This article is outdated. We have already published a full review.
Along with the standard 3.5 mm audio jack and the microSD card slot, the S8000 Jet music functionality is complemented by the great music player usually found on Samsung devices.
The music player allows filtering tracks by author, album, and genre. Automatic playlists (recently added, most played etc.) are also generated and can subsequently be used as filters. If that doesn't seem enough, you can create your own custom playlists. The music player can naturally be minimized to play in the background.
The music player also has a dedicated widget, allowing quick access to the full version of the application with a single tap. You can also start, stop and skip tracks direct on the home screen.
The equalizer offers the standard presets like pop, jazz, classic, etc. but it also packs three options thanks to the DNSe sound chip - widening, dynamic and surround effects. There is also a virtual 5.1 Dolby enhancement which can only be applied when headphones are plugged in.
Continuing our trip down the road, the three different visualizations are a nice touch to the music player and the album browser seems to take after Apple's Cover Flow, something we strongly approve of.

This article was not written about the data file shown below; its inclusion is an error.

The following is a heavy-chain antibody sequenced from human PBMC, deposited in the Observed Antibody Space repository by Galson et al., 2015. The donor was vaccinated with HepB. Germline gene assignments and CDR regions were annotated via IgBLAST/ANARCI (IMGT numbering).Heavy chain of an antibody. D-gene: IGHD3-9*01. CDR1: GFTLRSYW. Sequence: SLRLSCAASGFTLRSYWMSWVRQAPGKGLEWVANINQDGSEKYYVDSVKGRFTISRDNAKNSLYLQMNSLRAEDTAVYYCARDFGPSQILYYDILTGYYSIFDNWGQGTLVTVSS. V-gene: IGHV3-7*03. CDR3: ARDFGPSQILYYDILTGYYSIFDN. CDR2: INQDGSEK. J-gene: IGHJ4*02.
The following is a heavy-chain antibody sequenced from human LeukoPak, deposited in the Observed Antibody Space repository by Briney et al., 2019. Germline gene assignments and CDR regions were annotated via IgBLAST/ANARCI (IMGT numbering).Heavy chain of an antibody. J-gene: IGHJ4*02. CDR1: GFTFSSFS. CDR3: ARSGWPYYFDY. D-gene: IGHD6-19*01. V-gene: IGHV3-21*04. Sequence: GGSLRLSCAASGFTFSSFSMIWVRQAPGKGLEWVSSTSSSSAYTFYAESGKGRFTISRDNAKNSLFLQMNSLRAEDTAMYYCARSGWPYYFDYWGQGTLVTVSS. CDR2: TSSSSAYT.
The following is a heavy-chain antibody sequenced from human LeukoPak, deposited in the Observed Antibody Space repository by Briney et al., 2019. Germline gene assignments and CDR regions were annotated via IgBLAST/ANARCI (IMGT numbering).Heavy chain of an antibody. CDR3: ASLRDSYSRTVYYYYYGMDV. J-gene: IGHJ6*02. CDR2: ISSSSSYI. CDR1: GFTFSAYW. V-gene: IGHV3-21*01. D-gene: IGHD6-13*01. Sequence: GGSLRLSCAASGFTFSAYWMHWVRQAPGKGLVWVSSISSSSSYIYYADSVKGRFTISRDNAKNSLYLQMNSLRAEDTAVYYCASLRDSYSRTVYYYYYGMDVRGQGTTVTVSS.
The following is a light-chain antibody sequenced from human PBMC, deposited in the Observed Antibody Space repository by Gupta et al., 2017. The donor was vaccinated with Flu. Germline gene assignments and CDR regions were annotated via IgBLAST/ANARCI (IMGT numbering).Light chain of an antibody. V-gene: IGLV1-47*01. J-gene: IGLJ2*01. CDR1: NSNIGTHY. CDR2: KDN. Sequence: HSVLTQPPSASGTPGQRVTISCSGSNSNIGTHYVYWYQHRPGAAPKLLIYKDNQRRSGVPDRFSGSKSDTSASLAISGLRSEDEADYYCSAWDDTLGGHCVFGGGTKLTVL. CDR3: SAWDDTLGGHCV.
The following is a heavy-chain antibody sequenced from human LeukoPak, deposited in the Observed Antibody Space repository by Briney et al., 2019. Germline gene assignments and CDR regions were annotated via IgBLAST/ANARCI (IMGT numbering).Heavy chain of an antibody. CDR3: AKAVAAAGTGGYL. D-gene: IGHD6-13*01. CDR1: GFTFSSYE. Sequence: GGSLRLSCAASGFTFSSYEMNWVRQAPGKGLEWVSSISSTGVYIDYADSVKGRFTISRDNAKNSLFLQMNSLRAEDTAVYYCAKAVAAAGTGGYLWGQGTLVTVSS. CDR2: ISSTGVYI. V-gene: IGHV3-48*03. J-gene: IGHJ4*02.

Last, but certainly not least, the player is nicely touch-optimized for fast forward and rewind, just like the Samsung S5600 and S5230. This adds up to an excellent music application that can fully replace your portable MP3 player.
The Samsung S8000 Jet has two different picture galleries. Both of them are optimized for touch operation and are very user-friendly.
The first is an inherent part of the file manager and accessing it is as simple as opening any folder that contains images. It allows sorting your images by date, type, name, and size.
Once you open a picture to view, you can sweep you fingers across the screen to see the next images without having to return to the image list. Alternating portrait and landscape modes is automatic thanks to the built-in accelerometer. You can also zoom in on a picture to see greater detail.
The alternative to the picture gallery is the Photo browser. It has its dedicated icon in the main menu and is the quickest way of accessing you images. It allows sorting your images by time taken, name or color. That last option is pretty funny but not exactly useful as it orders images according to the most dominant color in them.
As usual,the two galleries also have another Samsung proprietary accelerometer-based feature. It lets you browse pictures in fullscreen landscape mode by simply tilting your phone to its sides.
Tilt scrolling is fun to begin with. But after a while it gets annoying: you have to be careful not to tilt the handset too much since the slant determines scrolling speed and you can easily miss an image or two.